10. The non-transitory computer readable storage medium of claim 6 wherein the computer program is further configured to execute the additional step of discarding the tracked set of changes after each merging.
CROSS REFERENCE TO RELATED APPLICATIONS
 This application is a continuation of the U.S. patent application Ser. No. 12/259,762 filed on Oct. 28, 2008, entitled "Low Overhead Fault Tolerance through Hybrid Checkpoint and Replay."
BACKGROUND OF THE INVENTION
 A fundamental tradeoff in providing computer system fault tolerance is low fault-free execution overhead versus short fault-recovery latency. Current techniques for creating fault tolerant computer systems strike balances between consuming significant computing resources to provide faster recovery times and tolerating longer recovery times to conserve such resources. For example, while multiple instances of the same system may be run in parallel to provide robust fault tolerance, such redundancy increases the cost of failure-free operation, in terms of hardware, processing overhead, memory bandwidth, power consumption and other computing resources. More passive checkpointing and replication techniques, such as starting up backup instances of the system only upon a failure of the primary instance, achieve lower total computing and/or hardware overhead but require longer recovery times and/or provide incomplete recovery which is visible to software in the system. Furthermore, in any of the foregoing techniques, implementation of fault tolerance for a particular system requires costly and complex modifications to the hardware, operating system and/or applications to coordinate multiple instances of the system.
 A virtual machine platform such as VMware Workstation 6 can provide fault tolerance without modifying the hardware, operating system and/or applications of a particular system running within a virtual machine. Assuming that the initial system state of a primary and backup virtual machine are identical, the virtual machine monitor layer of the primary virtual machine can capture the virtual machine's instruction stream in real-time and transmit such instructions to the backup virtual machine to "replay" the primary virtual machine's execution in a synchronized fashion. If the primary virtual machine fails, the backup virtual machine can take over. However, while fault tolerance implemented by creating multiple simultaneously running virtual machines provides a capability of coordinating the instances at a virtualization software layer without needing to modify the hardware, operating system or applications, failure-free operation still remains expensive since the primary virtual machine and the backup virtual machine are both simultaneously executing all instructions thereby consuming computing resources which cannot be otherwise utilized.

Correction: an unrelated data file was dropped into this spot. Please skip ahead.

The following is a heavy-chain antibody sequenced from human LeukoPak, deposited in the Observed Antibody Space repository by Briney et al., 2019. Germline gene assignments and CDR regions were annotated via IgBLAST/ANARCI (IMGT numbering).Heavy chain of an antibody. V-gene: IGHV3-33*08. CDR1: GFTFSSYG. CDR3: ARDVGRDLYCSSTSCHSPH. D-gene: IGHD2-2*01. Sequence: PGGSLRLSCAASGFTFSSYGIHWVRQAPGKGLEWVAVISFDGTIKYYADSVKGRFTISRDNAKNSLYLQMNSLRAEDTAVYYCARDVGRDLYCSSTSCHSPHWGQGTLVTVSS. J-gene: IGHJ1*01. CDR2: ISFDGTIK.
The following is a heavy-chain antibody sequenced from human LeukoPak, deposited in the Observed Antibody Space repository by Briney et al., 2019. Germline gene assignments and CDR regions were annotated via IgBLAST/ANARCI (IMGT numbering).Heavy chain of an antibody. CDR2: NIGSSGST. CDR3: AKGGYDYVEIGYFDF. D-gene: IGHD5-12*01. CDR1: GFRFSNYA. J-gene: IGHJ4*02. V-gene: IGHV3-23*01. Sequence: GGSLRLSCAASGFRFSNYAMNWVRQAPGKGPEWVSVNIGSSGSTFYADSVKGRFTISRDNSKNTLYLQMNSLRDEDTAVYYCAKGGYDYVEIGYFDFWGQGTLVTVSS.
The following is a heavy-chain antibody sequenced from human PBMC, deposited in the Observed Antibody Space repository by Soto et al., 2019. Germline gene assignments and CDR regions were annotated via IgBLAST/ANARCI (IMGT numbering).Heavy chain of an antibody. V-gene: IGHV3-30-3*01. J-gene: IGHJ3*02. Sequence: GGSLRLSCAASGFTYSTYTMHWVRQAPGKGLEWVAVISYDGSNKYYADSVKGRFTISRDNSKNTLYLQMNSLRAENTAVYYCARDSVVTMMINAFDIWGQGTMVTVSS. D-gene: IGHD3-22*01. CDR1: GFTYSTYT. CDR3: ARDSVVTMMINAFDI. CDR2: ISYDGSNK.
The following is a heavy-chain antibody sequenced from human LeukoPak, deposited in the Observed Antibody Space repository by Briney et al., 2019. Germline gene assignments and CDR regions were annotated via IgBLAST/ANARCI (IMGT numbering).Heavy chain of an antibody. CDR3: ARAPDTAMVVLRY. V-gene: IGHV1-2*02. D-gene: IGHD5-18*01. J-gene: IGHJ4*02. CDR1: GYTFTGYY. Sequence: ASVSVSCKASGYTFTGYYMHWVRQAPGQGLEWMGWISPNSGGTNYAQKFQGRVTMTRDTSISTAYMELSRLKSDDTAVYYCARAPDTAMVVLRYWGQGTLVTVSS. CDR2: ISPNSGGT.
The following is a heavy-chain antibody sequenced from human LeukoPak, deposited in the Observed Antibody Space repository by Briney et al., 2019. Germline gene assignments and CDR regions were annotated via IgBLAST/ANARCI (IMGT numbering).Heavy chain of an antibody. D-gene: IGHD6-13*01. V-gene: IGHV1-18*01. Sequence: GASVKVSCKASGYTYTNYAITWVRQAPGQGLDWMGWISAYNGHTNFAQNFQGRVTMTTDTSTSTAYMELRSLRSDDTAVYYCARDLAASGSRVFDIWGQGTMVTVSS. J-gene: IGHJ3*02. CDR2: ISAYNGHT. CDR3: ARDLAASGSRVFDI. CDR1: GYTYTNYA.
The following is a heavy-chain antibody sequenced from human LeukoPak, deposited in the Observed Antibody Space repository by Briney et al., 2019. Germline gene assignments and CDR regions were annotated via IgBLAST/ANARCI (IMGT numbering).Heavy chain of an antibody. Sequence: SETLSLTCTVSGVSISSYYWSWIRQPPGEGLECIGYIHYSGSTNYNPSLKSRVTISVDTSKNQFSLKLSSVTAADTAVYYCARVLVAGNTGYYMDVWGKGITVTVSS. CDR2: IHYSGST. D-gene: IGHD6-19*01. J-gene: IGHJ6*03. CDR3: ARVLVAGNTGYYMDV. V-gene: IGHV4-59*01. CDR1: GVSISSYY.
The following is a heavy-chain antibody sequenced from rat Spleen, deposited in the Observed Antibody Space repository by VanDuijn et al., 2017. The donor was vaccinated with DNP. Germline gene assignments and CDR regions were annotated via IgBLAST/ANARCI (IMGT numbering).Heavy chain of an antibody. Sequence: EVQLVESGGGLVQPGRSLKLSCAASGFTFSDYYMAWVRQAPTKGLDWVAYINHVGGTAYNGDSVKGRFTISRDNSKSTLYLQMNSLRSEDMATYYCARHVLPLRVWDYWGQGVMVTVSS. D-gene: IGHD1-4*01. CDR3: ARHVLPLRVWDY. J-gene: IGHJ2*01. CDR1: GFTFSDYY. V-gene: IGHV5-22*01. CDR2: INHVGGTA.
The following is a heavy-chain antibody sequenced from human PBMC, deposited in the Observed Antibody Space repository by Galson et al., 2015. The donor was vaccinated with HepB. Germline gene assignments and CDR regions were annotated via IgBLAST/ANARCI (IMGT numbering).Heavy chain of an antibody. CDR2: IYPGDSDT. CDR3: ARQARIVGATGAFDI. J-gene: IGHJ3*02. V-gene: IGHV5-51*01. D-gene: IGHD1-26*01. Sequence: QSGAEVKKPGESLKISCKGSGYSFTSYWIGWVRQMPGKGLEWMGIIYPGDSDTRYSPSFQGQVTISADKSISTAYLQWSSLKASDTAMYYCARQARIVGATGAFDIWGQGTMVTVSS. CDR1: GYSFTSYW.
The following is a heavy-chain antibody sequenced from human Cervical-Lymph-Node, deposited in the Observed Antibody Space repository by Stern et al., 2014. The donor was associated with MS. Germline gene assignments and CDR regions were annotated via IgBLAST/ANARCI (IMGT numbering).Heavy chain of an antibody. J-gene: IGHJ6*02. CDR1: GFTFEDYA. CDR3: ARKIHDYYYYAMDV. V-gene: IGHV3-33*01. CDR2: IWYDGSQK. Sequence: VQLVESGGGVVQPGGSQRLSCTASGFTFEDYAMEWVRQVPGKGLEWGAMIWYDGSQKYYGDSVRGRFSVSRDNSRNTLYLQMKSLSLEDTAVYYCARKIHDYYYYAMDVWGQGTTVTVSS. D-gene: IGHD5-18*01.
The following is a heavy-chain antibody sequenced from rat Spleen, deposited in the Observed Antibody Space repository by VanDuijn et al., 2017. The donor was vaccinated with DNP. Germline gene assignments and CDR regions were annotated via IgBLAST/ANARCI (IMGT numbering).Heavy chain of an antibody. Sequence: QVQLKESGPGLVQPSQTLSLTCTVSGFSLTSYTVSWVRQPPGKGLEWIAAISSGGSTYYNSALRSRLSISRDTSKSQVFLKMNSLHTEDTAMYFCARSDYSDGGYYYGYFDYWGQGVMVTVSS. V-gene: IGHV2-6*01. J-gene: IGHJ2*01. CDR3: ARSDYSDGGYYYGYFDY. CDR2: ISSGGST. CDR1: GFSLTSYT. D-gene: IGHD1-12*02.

SUMMARY OF THE INVENTION
 In one or more embodiments of the invention, a hybrid checkpoint and replay approach is utilized to reduce the overhead needed to support fault tolerance in virtual machine platforms. In this hybrid approach, the primary virtual machine's instruction stream is not replayed on a backup virtual machine until there is a failure of the primary virtual machine. Delaying the replay of a primary virtual machine's instruction stream on a backup virtual machine until the failure of the primary virtual machine eliminates redundant simultaneous execution of a primary and backup virtual machine to support fault tolerance.
 To reduce the need to replay a long sequence of instructions to recover the primary virtual machine's most recent state, the primary virtual machine takes periodic incremental "checkpoints" of its state and sends these checkpoints to the backup virtual machine system. These checkpoints are incremental in that they include state changes since the last checkpoint such that a backup virtual machine restores the state of the latest checkpoint and then replays the primary virtual machine's instruction stream from the latest checkpoint.
 A method according to an embodiment of the invention provides fault-tolerance protection for a primary virtual machine using a snapshot image of the primary virtual machine that represents a state of the primary virtual machine at a time t0. The method comprises tracking virtual machine instructions executed by the primary virtual machine since time t0, tracking a set of changes made to the state of the primary virtual machine since time t0, and merging the set of changes into the snapshot image, thereby creating a new snapshot image for a backup virtual machine. In some embodiments, the merging step occurs upon receiving the set of changes, while in other embodiments, the merging step occurs upon a failure of the primary virtual machine. Other embodiments further provide additional steps of storing in a log file information relating to the tracked virtual machine instructions executed by the primary virtual machine, and discarding from the log file any information relating to virtual machine instructions executed by the primary virtual machine since time t0.